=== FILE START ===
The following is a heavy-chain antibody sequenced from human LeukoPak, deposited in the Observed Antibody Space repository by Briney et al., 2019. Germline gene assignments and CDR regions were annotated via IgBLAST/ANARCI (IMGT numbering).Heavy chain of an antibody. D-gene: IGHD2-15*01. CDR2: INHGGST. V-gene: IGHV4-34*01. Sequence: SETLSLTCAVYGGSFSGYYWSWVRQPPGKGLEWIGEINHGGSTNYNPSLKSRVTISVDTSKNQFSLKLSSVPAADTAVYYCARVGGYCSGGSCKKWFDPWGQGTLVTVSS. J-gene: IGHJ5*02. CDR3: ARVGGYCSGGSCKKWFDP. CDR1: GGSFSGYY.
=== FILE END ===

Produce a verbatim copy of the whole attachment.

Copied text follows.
The following is a heavy-chain antibody sequenced from human LeukoPak, deposited in the Observed Antibody Space repository by Briney et al., 2019. Germline gene assignments and CDR regions were annotated via IgBLAST/ANARCI (IMGT numbering).Heavy chain of an antibody. D-gene: IGHD2-15*01. CDR2: INHGGST. V-gene: IGHV4-34*01. Sequence: SETLSLTCAVYGGSFSGYYWSWVRQPPGKGLEWIGEINHGGSTNYNPSLKSRVTISVDTSKNQFSLKLSSVPAADTAVYYCARVGGYCSGGSCKKWFDPWGQGTLVTVSS. J-gene: IGHJ5*02. CDR3: ARVGGYCSGGSCKKWFDP. CDR1: GGSFSGYY.